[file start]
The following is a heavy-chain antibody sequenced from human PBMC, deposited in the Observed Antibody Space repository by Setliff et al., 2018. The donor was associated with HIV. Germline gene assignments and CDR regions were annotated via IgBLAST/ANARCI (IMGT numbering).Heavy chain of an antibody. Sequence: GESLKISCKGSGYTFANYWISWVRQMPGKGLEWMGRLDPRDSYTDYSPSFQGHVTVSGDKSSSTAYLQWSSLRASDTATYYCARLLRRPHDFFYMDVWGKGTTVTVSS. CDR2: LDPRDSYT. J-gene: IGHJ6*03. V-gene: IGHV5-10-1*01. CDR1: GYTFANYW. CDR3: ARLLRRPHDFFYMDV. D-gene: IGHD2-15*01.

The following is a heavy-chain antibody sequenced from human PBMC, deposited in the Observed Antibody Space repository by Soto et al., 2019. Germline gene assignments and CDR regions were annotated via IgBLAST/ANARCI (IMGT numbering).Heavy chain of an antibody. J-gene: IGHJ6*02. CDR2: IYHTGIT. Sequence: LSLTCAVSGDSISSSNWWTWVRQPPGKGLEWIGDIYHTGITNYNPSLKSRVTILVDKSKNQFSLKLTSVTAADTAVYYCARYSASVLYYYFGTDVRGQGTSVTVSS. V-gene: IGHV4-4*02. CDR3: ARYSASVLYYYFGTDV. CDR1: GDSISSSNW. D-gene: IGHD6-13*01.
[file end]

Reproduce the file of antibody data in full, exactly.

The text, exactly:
The following is a heavy-chain antibody sequenced from human PBMC, deposited in the Observed Antibody Space repository by Setliff et al., 2018. The donor was associated with HIV. Germline gene assignments and CDR regions were annotated via IgBLAST/ANARCI (IMGT numbering).Heavy chain of an antibody. Sequence: GESLKISCKGSGYTFANYWISWVRQMPGKGLEWMGRLDPRDSYTDYSPSFQGHVTVSGDKSSSTAYLQWSSLRASDTATYYCARLLRRPHDFFYMDVWGKGTTVTVSS. CDR2: LDPRDSYT. J-gene: IGHJ6*03. V-gene: IGHV5-10-1*01. CDR1: GYTFANYW. CDR3: ARLLRRPHDFFYMDV. D-gene: IGHD2-15*01.

The following is a heavy-chain antibody sequenced from human PBMC, deposited in the Observed Antibody Space repository by Soto et al., 2019. Germline gene assignments and CDR regions were annotated via IgBLAST/ANARCI (IMGT numbering).Heavy chain of an antibody. J-gene: IGHJ6*02. CDR2: IYHTGIT. Sequence: LSLTCAVSGDSISSSNWWTWVRQPPGKGLEWIGDIYHTGITNYNPSLKSRVTILVDKSKNQFSLKLTSVTAADTAVYYCARYSASVLYYYFGTDVRGQGTSVTVSS. V-gene: IGHV4-4*02. CDR3: ARYSASVLYYYFGTDV. CDR1: GDSISSSNW. D-gene: IGHD6-13*01.